The Hudson River Valley is breathtaking in many places, and one thing she’s not is a virgin. From roadways originally designed for horse and foot traffic to the oily gravel of a small city’s waterfront, the layers of time and experience run deep hereabouts. Our river has taken a hearty share of star turns on the stage of American history, and seen all manner of greatness and treachery.
But who is she, really? Anyone seeking to understand this sophisticated, complex beauty needs to read Jessica DuLong’s My River Chronicles—and I speak as a lifelong Hudson Valley resident whose comprehension and love of her home were significantly deepened by this book.
The river reached out and pulled DuLong from a Manhattan dot-com job to the engine room of fireboat John J. Harvey. Her longing to take part in something hands-on and tangible is probably present, either consciously or as a psychic toothache of sorts, in every human being whose work world is ruled by technology. Too few, perhaps, heed that yen to get their hands dirty and their backs tired, but DuLong runs with that yearning, all the way to what feels less like a radical change of career than a blossoming of her true self.
Like the Hudson herself, DuLong is a woman of parts. She’s a thoughtful student of history, identifying and tracing a narrative less overworked than, say, military history: a people’s history of trade and communal existence from Manhattan to Albany and back. She’s a college-educated mechanic’s daughter who wound up in an almost overwhelmingly male universe, without ever slipping into an adversarial stance toward its male inhabitants. (The ones who don’t get it manage to make fools of themselves, but her actual colleagues are happy to have her pick up her share of the load, which she does with spirit.) She’s an astute observer of quirks, human or mechanical, and a lot of fun to go boating with; her prose is warm, direct, and drily hilarious.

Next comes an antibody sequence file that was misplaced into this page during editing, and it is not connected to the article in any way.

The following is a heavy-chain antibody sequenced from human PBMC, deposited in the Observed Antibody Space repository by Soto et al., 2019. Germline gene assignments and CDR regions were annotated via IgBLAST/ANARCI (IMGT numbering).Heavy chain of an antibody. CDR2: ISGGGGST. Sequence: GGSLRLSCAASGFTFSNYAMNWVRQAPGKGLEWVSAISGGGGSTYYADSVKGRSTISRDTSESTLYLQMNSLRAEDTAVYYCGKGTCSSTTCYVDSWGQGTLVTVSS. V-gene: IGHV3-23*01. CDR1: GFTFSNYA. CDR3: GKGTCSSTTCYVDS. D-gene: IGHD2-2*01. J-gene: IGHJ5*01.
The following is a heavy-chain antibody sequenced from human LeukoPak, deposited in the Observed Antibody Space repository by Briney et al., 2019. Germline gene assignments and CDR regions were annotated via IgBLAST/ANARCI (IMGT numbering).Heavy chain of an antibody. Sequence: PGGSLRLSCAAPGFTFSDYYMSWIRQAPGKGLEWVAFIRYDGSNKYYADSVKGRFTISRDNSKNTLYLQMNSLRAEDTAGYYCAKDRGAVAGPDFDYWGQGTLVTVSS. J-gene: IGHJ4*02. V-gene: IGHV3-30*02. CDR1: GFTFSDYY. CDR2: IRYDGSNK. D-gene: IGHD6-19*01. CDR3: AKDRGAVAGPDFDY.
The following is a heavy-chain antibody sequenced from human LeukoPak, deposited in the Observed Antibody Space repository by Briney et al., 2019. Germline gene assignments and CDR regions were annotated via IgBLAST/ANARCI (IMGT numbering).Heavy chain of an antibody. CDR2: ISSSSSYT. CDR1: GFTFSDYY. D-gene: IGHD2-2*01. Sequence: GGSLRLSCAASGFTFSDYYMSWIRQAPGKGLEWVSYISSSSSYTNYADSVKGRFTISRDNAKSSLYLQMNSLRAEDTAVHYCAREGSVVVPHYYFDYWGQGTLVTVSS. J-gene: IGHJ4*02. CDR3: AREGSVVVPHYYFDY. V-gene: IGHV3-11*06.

One of DuLong’s early fireboat experiences happened to be September 11, 2001, when the retired John J. Harvey was called upon to serve the rescuers. With the ability to pump water straight out of the river, the decades-old technology proved functional when newer systems failed—an interesting analogy to the quaint notion that a healthy economy requires the making of actual, useful products.
But DuLong is far from some curmudgeonly Luddite yearning for yesteryear, even if she has a healthy loathing for planned obsolescence. She speaks eloquently for the honor of making and building and producing things, seeing the rough poetry inherent in river towns where bricks and blocks of river ice fed families for generations, and the sprouting shoots of hope in an engineering camp for girls, a repurposed brickyard, and the reality that a single tugboat with barges can move as much stuff downriver as 900 trucks. Not least, in the thrilled face of a child with a hand on the tiller.
Anyone who’s ever been around boats or historic preservation knows that a passion for either is endlessly expensive, time-consuming, and so vulnerable to the workings of Murphy’s Law that only the most committed souls keep at it. This book includes a great deal of subtle wisdom about why people do, and why it really does matter. Purchasing My River Chronicles through the John J. Harvey Restoration Project’s website, www.fireboat.org, helps to support the 1931 boat’s restoration.